KYIV – Europe recently experienced two watershed elections, with very different outcomes. Whereas Ukraine’s presidential election has been widely hailed as the end of the beginning of Ukraine’s political transition, the European Parliament election has been lamented as the beginning of the end of the idea of an ever-closer union. The polls, both held on May 25, not only provide insight into the mindset of the respective electorates; the behavior of each electorate also offers important lessons for the other.
Ukraine’s election was shaped by an acute awareness of the risks facing the country. Following the “Euromaidan” revolution – which brought about the demise of President Viktor Yanukovych’s government – and a four-month interim administration, this election centered on change. Yet Ukrainians’ chosen president, Petro Poroshenko, is the very embodiment of the establishment, having served as Economics Minister under Yanukovych and Foreign Minister under his predecessor, Viktor Yushchenko.
This is not as surprising as it might seem. Ukrainians were making a sober decision, voting with their heads, not their hearts. Indeed, polls indicate that Poroshenko’s appeal lay largely in his focus on immediate internal challenges. By contrast, his rivals, most notably Yulia Tymoshenko, emphasized a rapid shift toward NATO and the European Union.
Ukrainians also eschewed the temptations of populism and extreme nationalism. The poor performance of the right-wing Svoboda and Right Sector candidates – which together won less than 2% of the vote – should finally quash Russian assertions of a fascistic regime in Kyiv.
Ukrainians hope that Poroshenko, with his moderate approach and willingness to negotiate, will be better equipped to resolve the country’s perilous security situation than his more ardent rivals. While Russian President Vladimir Putin has recently toned down his rhetoric, violence persists – a clear indication of the challenge that lies ahead. Indeed, Ukraine remains on the verge of becoming a failed state.
Security may be the most pressing issue, but it is certainly not the only one. Poroshenko’s government must also reinvigorate and strengthen Ukraine’s economy. Doing so requires, first and foremost, measures to halt the decline in foreign direct investment, which fell by 30% from 2012 to 2013. Improved governance is also critical – no small challenge for a country that ranks 144th on Transparency International’s Corruption Perceptions Index, alongside Iran and Nigeria.
Ukraine’s election became a focal point for reconstruction. The outcome was driven by voters’ recognition of their country’s fundamental problems – starkly apparent in the tents that remain on Maidan Square, the loss of Crimea, and the separatist violence in Donbas – and their desire for an effective government to address those problems. The next step in this process – a parliamentary election – should occur as soon as possible.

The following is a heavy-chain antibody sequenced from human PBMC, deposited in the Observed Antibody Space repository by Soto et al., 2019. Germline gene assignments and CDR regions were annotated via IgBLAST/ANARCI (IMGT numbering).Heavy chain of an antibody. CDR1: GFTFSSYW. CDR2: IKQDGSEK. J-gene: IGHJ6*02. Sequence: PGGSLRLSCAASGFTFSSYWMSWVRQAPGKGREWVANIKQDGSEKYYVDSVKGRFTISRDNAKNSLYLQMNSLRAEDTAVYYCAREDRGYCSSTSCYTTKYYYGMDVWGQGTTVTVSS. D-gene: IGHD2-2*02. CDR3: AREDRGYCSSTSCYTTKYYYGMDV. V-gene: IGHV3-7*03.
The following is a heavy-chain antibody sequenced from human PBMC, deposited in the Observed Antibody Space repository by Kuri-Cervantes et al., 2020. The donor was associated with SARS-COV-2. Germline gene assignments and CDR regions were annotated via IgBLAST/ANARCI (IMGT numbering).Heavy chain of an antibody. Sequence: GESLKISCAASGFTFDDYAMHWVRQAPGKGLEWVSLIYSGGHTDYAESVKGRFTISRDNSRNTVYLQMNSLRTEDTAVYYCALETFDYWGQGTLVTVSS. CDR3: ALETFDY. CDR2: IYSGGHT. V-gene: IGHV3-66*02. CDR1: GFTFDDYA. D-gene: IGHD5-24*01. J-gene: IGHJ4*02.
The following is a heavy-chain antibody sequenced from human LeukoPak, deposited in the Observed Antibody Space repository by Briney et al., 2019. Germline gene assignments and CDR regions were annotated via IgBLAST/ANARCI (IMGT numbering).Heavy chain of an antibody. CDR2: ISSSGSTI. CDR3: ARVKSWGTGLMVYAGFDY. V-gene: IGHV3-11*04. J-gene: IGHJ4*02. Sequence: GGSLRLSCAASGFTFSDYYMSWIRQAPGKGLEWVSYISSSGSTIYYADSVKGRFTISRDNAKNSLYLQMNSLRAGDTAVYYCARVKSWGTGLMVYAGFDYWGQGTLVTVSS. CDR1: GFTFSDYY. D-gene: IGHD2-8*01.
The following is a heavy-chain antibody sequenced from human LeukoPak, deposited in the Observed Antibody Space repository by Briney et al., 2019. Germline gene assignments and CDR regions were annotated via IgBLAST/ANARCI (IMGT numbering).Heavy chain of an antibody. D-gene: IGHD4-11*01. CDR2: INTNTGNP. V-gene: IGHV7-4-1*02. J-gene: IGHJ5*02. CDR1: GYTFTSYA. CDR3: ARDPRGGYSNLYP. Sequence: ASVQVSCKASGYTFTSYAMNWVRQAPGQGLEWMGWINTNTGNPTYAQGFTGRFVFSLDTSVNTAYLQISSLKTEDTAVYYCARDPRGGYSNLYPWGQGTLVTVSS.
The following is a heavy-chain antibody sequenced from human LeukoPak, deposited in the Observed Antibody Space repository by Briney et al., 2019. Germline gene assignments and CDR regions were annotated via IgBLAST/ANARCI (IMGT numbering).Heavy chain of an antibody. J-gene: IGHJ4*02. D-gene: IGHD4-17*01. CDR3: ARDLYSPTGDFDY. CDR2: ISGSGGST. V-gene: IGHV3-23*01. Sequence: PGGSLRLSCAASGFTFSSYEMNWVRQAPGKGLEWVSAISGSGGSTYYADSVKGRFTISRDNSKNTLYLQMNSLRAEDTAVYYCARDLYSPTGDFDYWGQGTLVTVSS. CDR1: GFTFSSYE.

The European Parliament election, by contrast, was an exercise in disruption. Support for far-right and far-left parties was based on citizens’ frustrations with Europe’s flaws, rather than on any realistic, thoughtful agenda.
Populists and Euroskeptics fed on the discontent of those who have felt neglected by EU institutions, and now believe that the benefits of the European project, such as freedom of movement, no longer outweigh the burdens, like immigration and austerity. There is growing reticence among Europeans about further integration, owing largely to fears that ever-closer union will diminish national identity.
Of course, the notion of returning to the pre-EU world is fundamentally flawed, owing to the simple fact that individual European countries cannot compete in the modern global economy. Nonetheless, a sense of nostalgia drove many voters’ decisions. Simply put, Europeans voted from the heart.
What Europe needs is serious debate, not emotional reactions. The problem is that the European Commission and the European Parliament have consistently failed to generate a compelling narrative, leaving ordinary Europeans unconvinced of the EU’s value. Making matters worse, national and European leaders have allowed – even encouraged – citizens to believe that integration is inevitable, lowering the stakes for European elections.
This is where the Ukrainian election can offer a critical lesson to the EU, despite the vast differences between the challenges that they face. The European project is a complicated and ambitious endeavor, the viability of which depends on constant care and adjustment. Unless Europeans recognize that the Union is not a given, and acknowledge the value of the prosperity and security that it provides, the recent election may come to be seen not as a wake-up call, but as a swan song for the integration project.
The European election’s outcome also has a powerful message for Ukraine: there are limits to its European prospects. To be sure, Ukraine has a strong partner in the EU – particularly if its government responds effectively to voters’ call for improved governance. But, whatever Ukraine achieves, it cannot overcome Europeans’ fears of further integration, much less enlargement. That is up to Europe.
In the meantime, Ukraine must focus on building a functioning relationship with Europe. To push for more, such as by requesting membership in the EU or NATO, would be a tactical mistake.
In this sense, the lesson of the May 25 elections is the same for both Ukraine and the EU: it is time for each to put its own house in order.
Ana Palacio, a former Spanish foreign minister and former Senior Vice President of the World Bank, is a member of the Spanish Council of State and a visiting lecturer at Georgetown University.